When I was 18 years old, full of ambition, zeal and energy, I graduated from high school in Kampala, Uganda, with good grades and a great command of the English language. With my gap year at hand, I combed the streets of Uganda’s capital, looking for a job. After being turned down several times for not having the right skills, through a friend’s mother I was finally hired at a fruit juice factory where I hauled heavy juice boxes. My strength was the only skill needed and I was thrilled to be earning a meager $1.25 a day.
Almost 90 percent of Uganda’s youth aged 15-24 are literate; the country ranks No. 1 in Africa for its English literate population. That statistic pales in comparison to its painful 64 percent youth unemployment rate, a figure that is particularly alarming since young people comprise 80 percent of the population. The mismatch between Uganda’s education model and employable skill sets prevents our youth from being relevant to the global market economy. For a population of 37 million, this is a genocide not only of the mind but of the country’s future social, economic and political leaders.
This is not just a Ugandan problem. Close to 70 percent of Africa’s youth between the ages of 15 and 35 have no access to formal employment. With time on their hands and a precarious future, some of them become susceptible to the messages and quick cash of extremist groups, such as al-Shabab, which carried out the recent heinous attacks in Kenya, and rebel groups like the Ugandan Allied Democratic Forces that terrorize the regions of Central and East Africa.
This is why a member of the U.K. Parliament recently warned, “The world needs to wake up to ‘the ticking time bomb’ of youth unemployment in developing countries and treat the issue as seriously as humanitarian disasters and global efforts to eradicate disease.”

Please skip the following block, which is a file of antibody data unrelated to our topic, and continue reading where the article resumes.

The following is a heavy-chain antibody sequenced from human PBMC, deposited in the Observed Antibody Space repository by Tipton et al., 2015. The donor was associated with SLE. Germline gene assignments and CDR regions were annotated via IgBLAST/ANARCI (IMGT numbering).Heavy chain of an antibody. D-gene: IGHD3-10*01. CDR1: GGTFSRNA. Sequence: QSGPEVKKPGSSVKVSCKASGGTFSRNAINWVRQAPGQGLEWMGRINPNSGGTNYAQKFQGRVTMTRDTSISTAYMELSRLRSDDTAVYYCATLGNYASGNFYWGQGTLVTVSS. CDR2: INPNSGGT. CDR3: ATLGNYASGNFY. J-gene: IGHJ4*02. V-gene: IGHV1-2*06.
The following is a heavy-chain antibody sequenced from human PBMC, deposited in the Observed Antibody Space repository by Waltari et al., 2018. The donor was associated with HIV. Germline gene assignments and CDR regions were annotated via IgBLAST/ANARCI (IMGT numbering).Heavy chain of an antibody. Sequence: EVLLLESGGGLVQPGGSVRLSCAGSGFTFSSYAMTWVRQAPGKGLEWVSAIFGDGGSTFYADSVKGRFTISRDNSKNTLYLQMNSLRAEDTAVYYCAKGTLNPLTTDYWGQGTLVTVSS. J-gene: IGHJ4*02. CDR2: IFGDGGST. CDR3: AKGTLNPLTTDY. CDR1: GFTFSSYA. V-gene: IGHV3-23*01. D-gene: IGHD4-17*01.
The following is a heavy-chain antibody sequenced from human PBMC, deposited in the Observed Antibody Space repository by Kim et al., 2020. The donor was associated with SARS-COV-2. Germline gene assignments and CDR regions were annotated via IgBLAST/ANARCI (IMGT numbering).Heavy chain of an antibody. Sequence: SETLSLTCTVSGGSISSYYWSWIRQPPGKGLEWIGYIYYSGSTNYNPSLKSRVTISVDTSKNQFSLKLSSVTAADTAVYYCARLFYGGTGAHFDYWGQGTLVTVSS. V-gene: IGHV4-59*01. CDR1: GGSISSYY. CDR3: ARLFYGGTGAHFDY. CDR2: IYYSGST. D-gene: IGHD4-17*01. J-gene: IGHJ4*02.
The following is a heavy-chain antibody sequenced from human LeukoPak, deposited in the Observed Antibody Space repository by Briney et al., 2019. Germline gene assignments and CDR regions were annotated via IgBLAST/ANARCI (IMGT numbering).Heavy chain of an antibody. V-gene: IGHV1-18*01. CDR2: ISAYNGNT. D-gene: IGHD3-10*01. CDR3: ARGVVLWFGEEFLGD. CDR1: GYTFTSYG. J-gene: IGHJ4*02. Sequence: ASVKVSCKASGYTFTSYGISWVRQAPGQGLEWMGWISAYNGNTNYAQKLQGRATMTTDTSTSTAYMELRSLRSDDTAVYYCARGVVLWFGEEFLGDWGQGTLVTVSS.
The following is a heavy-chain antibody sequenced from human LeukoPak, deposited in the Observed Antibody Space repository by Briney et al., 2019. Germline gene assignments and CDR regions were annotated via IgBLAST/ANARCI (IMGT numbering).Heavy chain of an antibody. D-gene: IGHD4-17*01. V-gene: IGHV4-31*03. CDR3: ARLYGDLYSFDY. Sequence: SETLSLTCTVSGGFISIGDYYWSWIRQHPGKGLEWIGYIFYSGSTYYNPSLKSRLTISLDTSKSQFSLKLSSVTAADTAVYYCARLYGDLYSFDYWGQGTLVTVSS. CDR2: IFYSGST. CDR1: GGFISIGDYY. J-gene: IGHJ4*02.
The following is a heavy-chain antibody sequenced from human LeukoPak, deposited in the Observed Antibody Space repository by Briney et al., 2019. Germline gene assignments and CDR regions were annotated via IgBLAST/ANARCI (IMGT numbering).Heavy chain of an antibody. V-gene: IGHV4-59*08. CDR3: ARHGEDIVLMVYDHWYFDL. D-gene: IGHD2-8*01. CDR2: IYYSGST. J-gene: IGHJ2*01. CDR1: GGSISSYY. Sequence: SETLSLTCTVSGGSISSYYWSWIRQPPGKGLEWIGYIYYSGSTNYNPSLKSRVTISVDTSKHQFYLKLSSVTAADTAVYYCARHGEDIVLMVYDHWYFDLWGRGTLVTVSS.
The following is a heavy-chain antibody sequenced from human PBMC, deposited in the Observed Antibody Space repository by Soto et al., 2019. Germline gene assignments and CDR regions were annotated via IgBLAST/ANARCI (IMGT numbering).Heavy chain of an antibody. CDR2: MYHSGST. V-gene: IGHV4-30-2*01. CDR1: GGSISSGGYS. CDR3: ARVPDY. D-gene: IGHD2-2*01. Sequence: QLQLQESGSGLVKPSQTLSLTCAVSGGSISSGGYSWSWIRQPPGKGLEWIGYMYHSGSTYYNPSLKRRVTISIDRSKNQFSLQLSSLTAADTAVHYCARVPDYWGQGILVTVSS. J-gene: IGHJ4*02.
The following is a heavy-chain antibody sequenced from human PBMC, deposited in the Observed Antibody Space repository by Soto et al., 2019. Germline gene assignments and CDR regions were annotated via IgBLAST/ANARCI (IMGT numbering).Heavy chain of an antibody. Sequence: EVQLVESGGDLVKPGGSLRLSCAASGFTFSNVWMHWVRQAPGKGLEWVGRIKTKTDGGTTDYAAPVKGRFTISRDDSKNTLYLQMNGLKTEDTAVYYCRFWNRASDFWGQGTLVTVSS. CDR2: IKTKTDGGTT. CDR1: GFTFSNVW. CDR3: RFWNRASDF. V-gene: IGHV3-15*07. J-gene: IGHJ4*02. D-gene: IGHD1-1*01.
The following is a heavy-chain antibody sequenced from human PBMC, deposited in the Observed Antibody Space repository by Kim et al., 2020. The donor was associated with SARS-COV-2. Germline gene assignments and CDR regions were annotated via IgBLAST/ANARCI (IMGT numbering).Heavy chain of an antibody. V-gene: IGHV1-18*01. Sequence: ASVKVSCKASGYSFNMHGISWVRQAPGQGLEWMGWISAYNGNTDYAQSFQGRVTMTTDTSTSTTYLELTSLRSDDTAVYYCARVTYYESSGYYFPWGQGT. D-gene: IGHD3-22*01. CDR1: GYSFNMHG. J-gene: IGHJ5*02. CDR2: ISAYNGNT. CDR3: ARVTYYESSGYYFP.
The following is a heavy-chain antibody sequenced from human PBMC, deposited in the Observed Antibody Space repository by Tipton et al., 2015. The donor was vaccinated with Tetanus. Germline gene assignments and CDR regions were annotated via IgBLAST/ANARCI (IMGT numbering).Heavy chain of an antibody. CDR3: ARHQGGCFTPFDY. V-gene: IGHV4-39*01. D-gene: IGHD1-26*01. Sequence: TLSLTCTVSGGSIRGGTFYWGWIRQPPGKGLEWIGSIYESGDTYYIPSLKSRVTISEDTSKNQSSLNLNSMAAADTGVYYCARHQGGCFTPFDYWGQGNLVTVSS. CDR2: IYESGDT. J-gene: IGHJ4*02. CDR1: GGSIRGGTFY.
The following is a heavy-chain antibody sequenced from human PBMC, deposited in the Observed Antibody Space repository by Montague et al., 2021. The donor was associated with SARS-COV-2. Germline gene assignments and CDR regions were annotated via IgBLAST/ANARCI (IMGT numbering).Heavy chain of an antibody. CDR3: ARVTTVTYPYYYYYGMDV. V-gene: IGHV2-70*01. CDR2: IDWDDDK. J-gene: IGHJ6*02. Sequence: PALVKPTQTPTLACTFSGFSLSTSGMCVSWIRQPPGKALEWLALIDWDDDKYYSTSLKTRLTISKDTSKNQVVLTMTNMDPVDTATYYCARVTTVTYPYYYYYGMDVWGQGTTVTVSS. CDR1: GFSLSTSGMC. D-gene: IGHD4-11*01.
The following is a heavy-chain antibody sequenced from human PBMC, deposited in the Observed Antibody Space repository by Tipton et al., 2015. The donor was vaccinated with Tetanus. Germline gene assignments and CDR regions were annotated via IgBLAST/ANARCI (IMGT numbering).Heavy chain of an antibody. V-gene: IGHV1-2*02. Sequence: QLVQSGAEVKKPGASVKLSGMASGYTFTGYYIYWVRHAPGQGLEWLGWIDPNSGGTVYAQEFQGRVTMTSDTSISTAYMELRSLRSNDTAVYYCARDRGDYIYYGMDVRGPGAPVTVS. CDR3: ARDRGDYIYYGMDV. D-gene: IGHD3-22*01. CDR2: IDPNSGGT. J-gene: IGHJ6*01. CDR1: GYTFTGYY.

While I disagree that this is just a problem in developing countries — youth unemployment rates are 50 percent in Spain and the U.S. has 4.4 million unemployed young people — as an advocate for investing in quality and equitable skills-based education, I agree that we must do something now.
First, we cannot brush the past under the carpet, while trying to create the future. Most of the education systems across Africa were designed by colonial masters and were never created to employ or sustain the economies of the newly independent states. In Uganda, the education system has had little to no revision from its colonial era legacy, and my own education was more Western-focused than it was on African problems or issues. These education systems must be reformed to focus on the current realities of the interdependent global market economy.
Not long ago when teachers requested for an increase in their modest salaries, President Yoweri Museveni told them that infrastructure development was more important and to take their current pay or to go “rear goats.” This is unacceptable. Governments and corporations alike need to prioritize investing in quality and experiential youth education, skills development and entrepreneurship, the same way they do in military technology for security purposes.